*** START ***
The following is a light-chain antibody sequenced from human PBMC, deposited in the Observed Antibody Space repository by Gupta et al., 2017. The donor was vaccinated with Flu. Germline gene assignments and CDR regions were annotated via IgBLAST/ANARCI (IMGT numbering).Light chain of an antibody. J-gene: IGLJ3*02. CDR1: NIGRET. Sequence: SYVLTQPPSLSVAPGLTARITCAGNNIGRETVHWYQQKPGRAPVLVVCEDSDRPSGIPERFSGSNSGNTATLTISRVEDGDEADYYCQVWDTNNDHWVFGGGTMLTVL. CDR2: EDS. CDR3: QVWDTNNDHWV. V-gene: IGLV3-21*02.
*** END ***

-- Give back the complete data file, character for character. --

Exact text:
The following is a light-chain antibody sequenced from human PBMC, deposited in the Observed Antibody Space repository by Gupta et al., 2017. The donor was vaccinated with Flu. Germline gene assignments and CDR regions were annotated via IgBLAST/ANARCI (IMGT numbering).Light chain of an antibody. J-gene: IGLJ3*02. CDR1: NIGRET. Sequence: SYVLTQPPSLSVAPGLTARITCAGNNIGRETVHWYQQKPGRAPVLVVCEDSDRPSGIPERFSGSNSGNTATLTISRVEDGDEADYYCQVWDTNNDHWVFGGGTMLTVL. CDR2: EDS. CDR3: QVWDTNNDHWV. V-gene: IGLV3-21*02.